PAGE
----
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Integrating a differential

  1. Apr 1, 2012 #1

    fluidistic

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    Gold Member

    1. The problem statement, all variables and given/known data
    There's a step I don't really understand in some "proof".
    [itex]d \left ( \frac{\mu }{T} \right )=-\frac{3R du}{2u}-\frac{Rdv}{v}[/itex]. Now he integrates both sides to get [itex]\frac{\mu}{T}- \left ( \frac{\mu}{T} \right ) _0=-\frac{3R}{2} \ln \frac{u}{u_0}-R \ln \frac{v}{v_0}[/itex].
    I don't understand how an integration leads to such an expression.

    2. Relevant equations



    3. The attempt at a solution Clueless.
     
  2. jcsd
  3. Apr 1, 2012 #2

    tiny-tim

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    hi fluidistic! :smile:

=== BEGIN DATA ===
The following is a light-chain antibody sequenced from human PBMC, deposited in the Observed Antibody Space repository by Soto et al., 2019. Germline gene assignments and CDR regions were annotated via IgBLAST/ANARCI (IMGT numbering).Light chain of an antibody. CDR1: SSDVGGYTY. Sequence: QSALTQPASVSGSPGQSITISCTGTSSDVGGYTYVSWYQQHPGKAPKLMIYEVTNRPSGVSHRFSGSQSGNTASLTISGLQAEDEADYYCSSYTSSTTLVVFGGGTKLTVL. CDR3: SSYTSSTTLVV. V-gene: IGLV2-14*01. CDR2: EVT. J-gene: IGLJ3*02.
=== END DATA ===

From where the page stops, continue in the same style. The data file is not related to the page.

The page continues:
this is standard …

    if we integrate dx from xo to x1, we get x1 - xo

    we then put x = x1, and it becomes ∫ dx = x - xo

    they've done it for x = µ/T, dx = du/u, and dx = dv/v :wink:
     
  4. Apr 1, 2012 #3

    fluidistic

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    Thanks a lot. Crystal clear to me now. I can proceed further. :smile:
     
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